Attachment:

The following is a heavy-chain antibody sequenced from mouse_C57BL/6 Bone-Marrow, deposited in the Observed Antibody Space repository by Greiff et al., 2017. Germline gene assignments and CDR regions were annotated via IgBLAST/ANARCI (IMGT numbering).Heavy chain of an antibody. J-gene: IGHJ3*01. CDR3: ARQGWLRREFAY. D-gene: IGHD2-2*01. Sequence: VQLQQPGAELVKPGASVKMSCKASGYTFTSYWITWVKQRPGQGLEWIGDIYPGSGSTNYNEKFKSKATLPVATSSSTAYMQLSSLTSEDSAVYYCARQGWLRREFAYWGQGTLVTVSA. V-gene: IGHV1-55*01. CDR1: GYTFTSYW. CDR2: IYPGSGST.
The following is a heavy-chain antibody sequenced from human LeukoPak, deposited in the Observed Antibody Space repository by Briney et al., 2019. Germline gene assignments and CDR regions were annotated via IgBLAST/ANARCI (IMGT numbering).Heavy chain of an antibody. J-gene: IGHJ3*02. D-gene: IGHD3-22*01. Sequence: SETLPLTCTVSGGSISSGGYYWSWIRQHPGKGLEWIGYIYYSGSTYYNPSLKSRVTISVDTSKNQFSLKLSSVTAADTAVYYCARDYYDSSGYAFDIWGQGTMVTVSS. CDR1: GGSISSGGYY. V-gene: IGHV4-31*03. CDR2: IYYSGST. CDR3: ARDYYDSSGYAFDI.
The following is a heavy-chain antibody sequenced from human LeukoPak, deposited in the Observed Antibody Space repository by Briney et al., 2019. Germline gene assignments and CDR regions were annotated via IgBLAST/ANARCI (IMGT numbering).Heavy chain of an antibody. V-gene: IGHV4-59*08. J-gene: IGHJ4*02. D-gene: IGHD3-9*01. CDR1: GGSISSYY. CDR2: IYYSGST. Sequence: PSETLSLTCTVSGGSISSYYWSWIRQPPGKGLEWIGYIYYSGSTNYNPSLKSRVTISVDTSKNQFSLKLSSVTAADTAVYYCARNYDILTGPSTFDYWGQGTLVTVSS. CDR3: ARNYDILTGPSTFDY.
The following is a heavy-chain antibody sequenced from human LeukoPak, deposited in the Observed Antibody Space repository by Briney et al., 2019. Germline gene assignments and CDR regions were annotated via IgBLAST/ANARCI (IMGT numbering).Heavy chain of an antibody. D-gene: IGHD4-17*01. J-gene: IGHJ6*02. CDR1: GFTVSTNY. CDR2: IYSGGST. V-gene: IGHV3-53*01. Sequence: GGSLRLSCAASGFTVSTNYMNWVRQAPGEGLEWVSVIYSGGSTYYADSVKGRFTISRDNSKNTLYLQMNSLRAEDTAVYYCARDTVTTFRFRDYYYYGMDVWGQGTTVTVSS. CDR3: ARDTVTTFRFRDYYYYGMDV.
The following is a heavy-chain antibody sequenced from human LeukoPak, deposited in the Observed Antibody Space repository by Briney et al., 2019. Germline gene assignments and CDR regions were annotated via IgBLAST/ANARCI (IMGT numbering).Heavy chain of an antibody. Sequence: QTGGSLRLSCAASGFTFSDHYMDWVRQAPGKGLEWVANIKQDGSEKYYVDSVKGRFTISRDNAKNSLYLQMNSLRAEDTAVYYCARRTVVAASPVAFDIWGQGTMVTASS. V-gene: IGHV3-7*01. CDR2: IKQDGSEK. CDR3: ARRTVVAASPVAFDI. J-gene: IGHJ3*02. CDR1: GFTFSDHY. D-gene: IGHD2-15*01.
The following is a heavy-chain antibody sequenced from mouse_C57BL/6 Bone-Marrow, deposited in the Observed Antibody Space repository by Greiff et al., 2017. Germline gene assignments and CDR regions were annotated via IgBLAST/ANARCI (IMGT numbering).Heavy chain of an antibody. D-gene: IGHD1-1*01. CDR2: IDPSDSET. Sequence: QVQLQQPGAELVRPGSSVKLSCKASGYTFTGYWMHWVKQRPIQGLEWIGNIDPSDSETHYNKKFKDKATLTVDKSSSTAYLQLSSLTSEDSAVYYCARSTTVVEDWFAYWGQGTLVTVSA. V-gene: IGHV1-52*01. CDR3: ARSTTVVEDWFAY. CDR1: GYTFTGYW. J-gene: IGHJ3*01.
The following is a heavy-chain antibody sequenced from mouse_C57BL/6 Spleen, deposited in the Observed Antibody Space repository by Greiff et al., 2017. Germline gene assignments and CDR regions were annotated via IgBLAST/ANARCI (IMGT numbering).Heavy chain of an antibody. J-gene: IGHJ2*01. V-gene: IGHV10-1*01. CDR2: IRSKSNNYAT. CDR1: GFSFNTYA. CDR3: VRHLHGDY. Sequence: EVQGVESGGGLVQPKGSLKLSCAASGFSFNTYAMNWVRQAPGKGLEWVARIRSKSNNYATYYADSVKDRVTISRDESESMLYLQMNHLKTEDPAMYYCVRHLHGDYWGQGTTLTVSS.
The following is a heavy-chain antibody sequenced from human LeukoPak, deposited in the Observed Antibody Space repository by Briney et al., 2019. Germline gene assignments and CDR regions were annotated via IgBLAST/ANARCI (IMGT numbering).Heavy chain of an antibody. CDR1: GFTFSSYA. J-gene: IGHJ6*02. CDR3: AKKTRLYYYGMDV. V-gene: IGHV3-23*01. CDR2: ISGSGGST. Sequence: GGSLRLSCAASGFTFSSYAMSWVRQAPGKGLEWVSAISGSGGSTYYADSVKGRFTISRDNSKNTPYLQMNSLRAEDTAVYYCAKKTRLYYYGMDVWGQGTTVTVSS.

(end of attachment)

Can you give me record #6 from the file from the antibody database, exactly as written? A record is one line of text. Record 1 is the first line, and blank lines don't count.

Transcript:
The following is a heavy-chain antibody sequenced from mouse_C57BL/6 Bone-Marrow, deposited in the Observed Antibody Space repository by Greiff et al., 2017. Germline gene assignments and CDR regions were annotated via IgBLAST/ANARCI (IMGT numbering).Heavy chain of an antibody. D-gene: IGHD1-1*01. CDR2: IDPSDSET. Sequence: QVQLQQPGAELVRPGSSVKLSCKASGYTFTGYWMHWVKQRPIQGLEWIGNIDPSDSETHYNKKFKDKATLTVDKSSSTAYLQLSSLTSEDSAVYYCARSTTVVEDWFAYWGQGTLVTVSA. V-gene: IGHV1-52*01. CDR3: ARSTTVVEDWFAY. CDR1: GYTFTGYW. J-gene: IGHJ3*01.